We drove a long way the next day. We drove into the dark of night and we finally stopped at a hotel. I knew I had never stayed at this hotel before because I did not recognize the smell. We took two rooms and some brothers and sisters stayed in one and master and the woman and me and the other dog Sandy stayed in the other and I slept in bed right next to master because he likes that and he was having lots of trouble sleeping. he stroked me for a long time. I love hotels because when we go to hotels we are happy and we usually get some breakfast in the room when master and the family brings it to us from somewhere else in the hotel. This time no one brought us any breakfast and no one was very happy and this was not a vacation, I decided. Master came back to the room that next morning and said it was raining cats and dogs and that always scares me a little even though I never get to see it happen, but it was raining a lot of just water when Jermy took us on leashes to walk around the bushes of the hotel.

When we loaded up the car and started driving it was totally quiet. Quiet is wierd. Master often says “be quiet” because he wants quiet, but then sometimes quiet means not good.  After some time I knew we were somewhere I had been before because I knew the smells. I know the smell of coal mines and trucks and the smells of timber cutting and lumber yards and the terrible smell of the old shut down paper mill some distance away. Eventually I recognized the smell of Precious. Precious is another woman’s dog; master’s mother’s dog and they live in what master calls a mobile home on a hillside in a very small town. Precious is little like me and Sandy but she is annoying and loud and her and I usually get in fights. She is younger but I am tougher and Precious knows master backs me up.

We park and get out of the car and the little home is just there and master’s mother’s car just over there and no one is on the porch. Every time we come here someone is on the porch, well, not someone, Mimi and Precious are on the porch usually. They are not. And master says to all of us, “wait here”.

He went in alone and was in there for some time. We waited out here and the woman was crying again and finally master came out and he was crying too and everyone kind of crowded together and hugged and cried. I smell it and even when I like to lick the salty tears I know that it means something bad so I’d rather not smell that smell again. Master picked me up and one of the brothers picked up Sandy and we stood there and we are a strong pack and that makes me feel very good every time. But the pack had a problem and I didn’t not know what.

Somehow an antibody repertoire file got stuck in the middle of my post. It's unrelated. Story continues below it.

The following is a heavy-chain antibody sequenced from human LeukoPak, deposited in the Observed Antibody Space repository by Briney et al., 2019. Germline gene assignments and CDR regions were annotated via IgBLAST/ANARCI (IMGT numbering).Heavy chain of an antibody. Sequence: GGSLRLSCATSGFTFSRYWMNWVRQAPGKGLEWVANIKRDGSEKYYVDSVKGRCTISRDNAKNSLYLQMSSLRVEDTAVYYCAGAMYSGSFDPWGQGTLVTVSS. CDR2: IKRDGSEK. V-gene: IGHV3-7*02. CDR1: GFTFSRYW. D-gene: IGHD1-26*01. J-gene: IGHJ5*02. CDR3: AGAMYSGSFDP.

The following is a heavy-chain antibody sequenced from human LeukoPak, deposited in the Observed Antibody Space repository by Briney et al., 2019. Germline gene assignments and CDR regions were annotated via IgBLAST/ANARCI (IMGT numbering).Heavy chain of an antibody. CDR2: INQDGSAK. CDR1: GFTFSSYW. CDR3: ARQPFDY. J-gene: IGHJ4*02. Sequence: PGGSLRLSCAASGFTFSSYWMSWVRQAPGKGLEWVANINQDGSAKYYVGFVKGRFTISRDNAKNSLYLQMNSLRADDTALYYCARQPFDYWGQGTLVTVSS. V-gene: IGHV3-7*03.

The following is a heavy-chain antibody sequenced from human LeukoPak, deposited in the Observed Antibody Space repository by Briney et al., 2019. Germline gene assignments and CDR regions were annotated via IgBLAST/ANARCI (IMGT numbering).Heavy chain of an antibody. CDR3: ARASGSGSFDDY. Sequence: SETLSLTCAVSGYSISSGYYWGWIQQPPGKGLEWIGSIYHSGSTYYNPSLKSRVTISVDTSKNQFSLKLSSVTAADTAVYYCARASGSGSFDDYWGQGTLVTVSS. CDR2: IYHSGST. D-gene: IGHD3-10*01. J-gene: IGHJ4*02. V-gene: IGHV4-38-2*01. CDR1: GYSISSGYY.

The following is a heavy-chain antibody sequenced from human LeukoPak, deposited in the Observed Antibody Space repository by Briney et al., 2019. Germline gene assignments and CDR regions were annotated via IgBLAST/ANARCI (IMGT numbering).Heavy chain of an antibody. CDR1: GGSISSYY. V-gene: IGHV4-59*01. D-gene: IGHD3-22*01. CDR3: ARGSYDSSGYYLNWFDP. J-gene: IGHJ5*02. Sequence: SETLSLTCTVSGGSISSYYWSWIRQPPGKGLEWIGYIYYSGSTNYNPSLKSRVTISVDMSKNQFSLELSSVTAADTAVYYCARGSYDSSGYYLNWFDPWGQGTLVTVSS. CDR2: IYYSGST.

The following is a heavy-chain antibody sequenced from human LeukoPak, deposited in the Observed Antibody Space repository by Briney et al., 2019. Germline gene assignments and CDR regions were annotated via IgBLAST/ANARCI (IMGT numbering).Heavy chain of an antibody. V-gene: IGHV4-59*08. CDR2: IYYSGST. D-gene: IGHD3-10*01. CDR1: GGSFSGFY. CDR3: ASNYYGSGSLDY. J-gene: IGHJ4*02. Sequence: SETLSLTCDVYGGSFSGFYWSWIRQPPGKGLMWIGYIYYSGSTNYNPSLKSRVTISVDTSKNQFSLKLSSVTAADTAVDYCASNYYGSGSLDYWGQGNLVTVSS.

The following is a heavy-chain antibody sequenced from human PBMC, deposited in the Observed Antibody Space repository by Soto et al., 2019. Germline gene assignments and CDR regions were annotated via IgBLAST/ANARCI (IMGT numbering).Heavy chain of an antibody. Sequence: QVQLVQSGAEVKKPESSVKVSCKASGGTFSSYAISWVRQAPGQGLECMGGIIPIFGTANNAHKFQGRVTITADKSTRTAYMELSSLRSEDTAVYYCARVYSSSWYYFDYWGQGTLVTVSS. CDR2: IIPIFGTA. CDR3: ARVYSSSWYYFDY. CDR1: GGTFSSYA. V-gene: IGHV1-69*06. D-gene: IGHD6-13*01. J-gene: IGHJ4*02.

So, it was Saturday morning and we were standing in Mimi’s small mobile home on a hill in a small town and Mimi and Precious are not here and it is very quiet, and there is bacon in the fridge but none is cooking.

Someone knocked on the door and when Jermy opened it whoever it was talked a little bit then released Precious into the home and she went in every corner of every room smelling and smelling and looking and smelling some more. That made everyone cry again, and more, and harder. The woman picked her up and kept telling her it would be ok but I knew what the people didn’t. I knew that Precious is worried and scared and I feel sorry for her.

The next few days were very bad for us dogs. We slept there in the little home but during the day we were left alone a lot, and when people were there we were locked in a bedroom. The reason was that they were taking all the stuff out of the home and putting it on a big truck. The door was always open and we would run outside and master was protecting us. Pack discipline.

Precious watched Jermy place all of her toys into a big plastic bag, along with her bed, and put it into the truck with the other things. She was still worried. I went to her and treated her like a pack member. I let her know I was the master’s number two but that she was welcome in the pack. I did this for master because I knew he would want me to; when master is happy the pack is happy.

We drove again, this time in two vehicles. Master drove the big truck that had Precious’ toys and bed in it and it went very slow in the rain which let Precious know he was taking really good care of her things. We had to stop at another hotel. Master was really going extra slow in the hard rain. No cats and dogs though thankfully. We slept long that night and into late morning, and we drove on home the next day.

I realized eventually that master’s mother didn’t come with us and that that’s why he was so sad and why the woman was so sad and is so sad and the brothers and sisters too. I think master loves his mother a lot and misses her and so do the others and we have a new pack member and our lives will go on with one more and it will be the same but it will never be the same.

I am a dog and I love my master he loves his heavenly father and I pray that he will bless our new pack.

[I lost my mother last Thursday. She was only 71 and it was very sudden and unexpected.

Lets call her Mimi, and say I love and miss her and am very confident of her salvation which came later in life, though some years ago, and she is benefactor of God’s promises as we speak. Though mine was a very difficult childhood, I loved her and miss her terribly and appreciate those things she did that I was able to, as an adult, see as self sacrificial for my benefit.

I have been messing around writing things from my dogs POV  and discovered that when I do that it makes me feel better. Odd? I don’t really care. (the book “The Art of Racing in the Rain” is recommended for all dog lovers and its written like that]

7 thoughts on “Thank You Mimi

  1. Pingback: Links and Comments #6 | The Society of Phineas

  2. This is beautifully written! Thanks for sharing some of your life and grief… I’m sorry to hear you lost your mother suddenly and so young.
    OT- I came across your comments at Dalrock’s blog, consistently agreed with your thoughts, and found my way here 🙂 I’ve just finished read a lot of your posts and thoroughly enjoyed them thanks – I believe you have wisdom.
    Blessings in Yeshua,

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  4. Pingback: I Never Thought I Would Die | The Society of Phineas